Coping with an Alzheimer’s diagnosis

An Alzheimer’s diagnosis is an enormous adjustment for both you and your loved ones. For many, the secrets to navigating this journey are learning, supporting, and loving.


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While there is currently no cure for Alzheimer’s disease, there are treatments available for the symptoms. These treatments cannot prevent Alzheimer’s from progressing but if symptoms are diagnosed early enough, they can be effective in delaying the onset of more debilitating symptoms. Early diagnosis can prolong independence and is the first step towards treatment, management, and living life fully.

To find support after an Alzheimer’s diagnosis for patients and loved ones, contact The St. Maarten Alzheimer’s Foundation on HOTLINE 9220 or al**********@gm***.com. F begin_of_the_skype_highlightingend_of_the_skype_highlightingor a list of global Alzheimer’s associations see: Alzheimer’s Disease International

You may not know what to think if you’ve been diagnosed with Alzheimer’s. You may be furious that you have to deal with this, scared about what the future will bring, uncertain about how your memory will change- or all of these emotions at once. These feelings are all normal.

Give yourself some time to adjust. As with any major change in life, don’t expect that you will smoothly snap into this new transition. You may feel alright for a while, and then suddenly feel stressed and overwhelmed again. Take time to adjust to this new transition.

Reach out for support. Living with Alzheimer’s is not easy, but there is help in this journey. The more you reach out to others and get support, the more you will be able to cope with Alzheimer’s symptoms while continuing to enrich and find meaning in your life.

Make your wishes known. While it’s not easy to think about, getting your finances in order and figuring out how you want your healthcare handled gives you power over your future. Talk with your family and loved ones and let them know what is important to you. Who do you trust to make decisions for you when you are no longer able to do so?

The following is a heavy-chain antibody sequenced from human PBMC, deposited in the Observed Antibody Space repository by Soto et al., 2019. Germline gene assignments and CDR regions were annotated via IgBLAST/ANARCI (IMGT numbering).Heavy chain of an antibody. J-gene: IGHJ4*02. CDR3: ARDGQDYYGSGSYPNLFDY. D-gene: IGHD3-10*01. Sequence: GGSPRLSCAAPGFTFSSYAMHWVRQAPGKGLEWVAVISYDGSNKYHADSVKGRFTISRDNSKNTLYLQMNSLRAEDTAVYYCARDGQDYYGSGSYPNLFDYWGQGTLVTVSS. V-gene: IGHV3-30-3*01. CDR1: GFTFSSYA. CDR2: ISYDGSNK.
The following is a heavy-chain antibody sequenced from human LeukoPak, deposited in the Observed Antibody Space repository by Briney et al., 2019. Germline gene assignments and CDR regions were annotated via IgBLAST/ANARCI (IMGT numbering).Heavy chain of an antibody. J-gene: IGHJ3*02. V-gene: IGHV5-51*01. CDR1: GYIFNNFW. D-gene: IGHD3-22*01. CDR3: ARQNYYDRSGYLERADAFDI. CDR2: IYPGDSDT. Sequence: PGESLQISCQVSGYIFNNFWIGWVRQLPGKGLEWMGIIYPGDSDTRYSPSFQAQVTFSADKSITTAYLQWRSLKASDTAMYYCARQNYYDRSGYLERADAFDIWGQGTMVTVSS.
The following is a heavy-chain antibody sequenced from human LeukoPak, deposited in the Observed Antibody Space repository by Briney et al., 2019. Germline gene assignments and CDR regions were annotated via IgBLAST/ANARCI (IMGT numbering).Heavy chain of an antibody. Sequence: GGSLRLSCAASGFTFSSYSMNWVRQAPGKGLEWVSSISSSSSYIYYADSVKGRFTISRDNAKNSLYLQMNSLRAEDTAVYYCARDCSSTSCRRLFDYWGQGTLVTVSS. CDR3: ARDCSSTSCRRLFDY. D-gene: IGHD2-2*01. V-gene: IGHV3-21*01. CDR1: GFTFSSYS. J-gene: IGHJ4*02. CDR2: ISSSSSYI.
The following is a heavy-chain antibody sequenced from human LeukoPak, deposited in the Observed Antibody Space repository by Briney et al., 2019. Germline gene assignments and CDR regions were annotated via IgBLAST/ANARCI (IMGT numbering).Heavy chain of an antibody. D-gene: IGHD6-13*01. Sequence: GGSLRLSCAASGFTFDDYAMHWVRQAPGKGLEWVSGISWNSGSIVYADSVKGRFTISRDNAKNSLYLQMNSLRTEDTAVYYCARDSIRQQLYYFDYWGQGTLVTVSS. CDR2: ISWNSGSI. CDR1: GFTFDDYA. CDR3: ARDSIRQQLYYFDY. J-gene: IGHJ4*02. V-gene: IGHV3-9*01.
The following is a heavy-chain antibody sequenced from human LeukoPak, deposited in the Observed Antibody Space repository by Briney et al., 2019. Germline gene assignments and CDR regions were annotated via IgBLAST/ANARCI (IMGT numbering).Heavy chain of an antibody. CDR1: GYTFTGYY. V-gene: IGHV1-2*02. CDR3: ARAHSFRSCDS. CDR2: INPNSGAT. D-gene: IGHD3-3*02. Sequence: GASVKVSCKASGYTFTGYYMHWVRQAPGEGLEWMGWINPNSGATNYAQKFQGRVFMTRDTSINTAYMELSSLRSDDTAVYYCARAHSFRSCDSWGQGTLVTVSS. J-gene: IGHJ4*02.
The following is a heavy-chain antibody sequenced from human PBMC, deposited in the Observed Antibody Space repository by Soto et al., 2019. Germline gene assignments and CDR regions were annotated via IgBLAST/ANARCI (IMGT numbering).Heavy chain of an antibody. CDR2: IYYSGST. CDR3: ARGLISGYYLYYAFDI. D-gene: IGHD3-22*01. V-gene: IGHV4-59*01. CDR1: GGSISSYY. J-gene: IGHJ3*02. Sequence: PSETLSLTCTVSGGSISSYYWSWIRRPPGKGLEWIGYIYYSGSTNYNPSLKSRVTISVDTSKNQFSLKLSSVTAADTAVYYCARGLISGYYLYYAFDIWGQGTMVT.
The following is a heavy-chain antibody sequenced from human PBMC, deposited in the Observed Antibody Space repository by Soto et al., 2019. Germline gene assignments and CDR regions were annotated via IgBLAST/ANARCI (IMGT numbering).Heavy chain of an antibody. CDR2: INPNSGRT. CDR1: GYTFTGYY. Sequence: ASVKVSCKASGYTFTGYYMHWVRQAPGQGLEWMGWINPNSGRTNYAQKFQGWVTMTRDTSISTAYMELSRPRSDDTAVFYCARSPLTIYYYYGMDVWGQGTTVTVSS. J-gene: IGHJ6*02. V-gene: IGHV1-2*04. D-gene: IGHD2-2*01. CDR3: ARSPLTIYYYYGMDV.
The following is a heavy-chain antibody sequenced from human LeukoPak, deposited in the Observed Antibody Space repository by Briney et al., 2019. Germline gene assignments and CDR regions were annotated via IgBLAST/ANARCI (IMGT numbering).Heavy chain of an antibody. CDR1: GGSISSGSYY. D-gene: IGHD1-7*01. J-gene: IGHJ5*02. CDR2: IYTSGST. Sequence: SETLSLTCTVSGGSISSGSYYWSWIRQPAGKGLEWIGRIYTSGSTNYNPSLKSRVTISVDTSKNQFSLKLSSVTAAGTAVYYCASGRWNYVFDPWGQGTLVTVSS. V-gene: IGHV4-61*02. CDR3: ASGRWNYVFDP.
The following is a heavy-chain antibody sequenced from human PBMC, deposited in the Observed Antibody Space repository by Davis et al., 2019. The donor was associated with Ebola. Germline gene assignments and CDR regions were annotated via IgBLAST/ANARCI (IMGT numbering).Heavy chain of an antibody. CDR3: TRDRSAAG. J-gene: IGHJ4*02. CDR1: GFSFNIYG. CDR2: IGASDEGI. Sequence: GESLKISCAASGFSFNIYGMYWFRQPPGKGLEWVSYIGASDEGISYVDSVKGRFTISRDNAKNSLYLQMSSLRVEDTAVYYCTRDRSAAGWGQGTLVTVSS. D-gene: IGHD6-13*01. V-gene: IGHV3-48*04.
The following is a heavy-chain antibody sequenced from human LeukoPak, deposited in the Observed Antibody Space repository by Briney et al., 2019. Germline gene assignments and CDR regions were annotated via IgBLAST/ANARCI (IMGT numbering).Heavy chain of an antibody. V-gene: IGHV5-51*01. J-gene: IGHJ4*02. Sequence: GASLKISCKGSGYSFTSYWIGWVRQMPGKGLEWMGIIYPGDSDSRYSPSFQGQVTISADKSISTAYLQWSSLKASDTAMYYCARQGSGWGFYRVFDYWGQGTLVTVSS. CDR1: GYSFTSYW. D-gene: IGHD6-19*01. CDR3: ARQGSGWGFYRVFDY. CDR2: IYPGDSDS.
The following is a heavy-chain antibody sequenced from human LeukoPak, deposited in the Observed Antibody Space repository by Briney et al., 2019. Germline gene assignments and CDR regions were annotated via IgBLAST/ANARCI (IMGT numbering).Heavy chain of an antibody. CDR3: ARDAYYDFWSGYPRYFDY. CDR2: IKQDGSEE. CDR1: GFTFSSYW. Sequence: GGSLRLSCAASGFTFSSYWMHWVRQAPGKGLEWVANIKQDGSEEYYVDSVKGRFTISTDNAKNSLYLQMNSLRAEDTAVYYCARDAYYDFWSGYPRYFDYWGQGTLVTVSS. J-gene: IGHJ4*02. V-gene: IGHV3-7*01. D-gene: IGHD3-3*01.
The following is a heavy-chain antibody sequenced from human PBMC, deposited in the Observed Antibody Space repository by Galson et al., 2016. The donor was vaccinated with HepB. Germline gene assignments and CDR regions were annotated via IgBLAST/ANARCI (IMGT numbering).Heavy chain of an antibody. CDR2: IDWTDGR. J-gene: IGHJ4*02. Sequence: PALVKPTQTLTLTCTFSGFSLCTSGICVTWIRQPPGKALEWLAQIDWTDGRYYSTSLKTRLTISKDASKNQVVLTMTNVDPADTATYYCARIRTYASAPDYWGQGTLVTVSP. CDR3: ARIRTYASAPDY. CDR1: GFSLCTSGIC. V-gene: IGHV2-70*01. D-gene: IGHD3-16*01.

If a family member or loved one has been diagnosed with Alzheimer’s, you will also be dealing with a host of emotions. You may be grieving for your loved one, especially if significant memory loss is already present. You may feel like you no longer know this person, as new behaviors and moods develop that are unlike the person you remember. You may start to become overwhelmed with the needs of your loved one, or even resentful that other family members won’t help enough.

Learn as much as you can. Understanding what to expect will help you plan for care and transitions. Knowledge will help you both honor a loved one’s strengths and capabilities throughout each stage, and make sure you have the strength and resources to carry on.

Don’t take on the caregiving journey alone. No matter how dedicated you are, at some point you will need some help in caregiving. No one can be awake and alert 24 hours a day. You have your own health and other obligations to consider. Having support in caregiving is key, whether it be from other family, in-home help, respite care, or making the decision to move your loved one to an assisted living or nursing home.

The information in this article was found on

In our following publication we will provide a "memory checklist"

To support the campaign please contact any member of the Rotary Club of St. Maarten, email to ro*************************@gm***.com or The St. Maarten Alzheimer’s Foundation.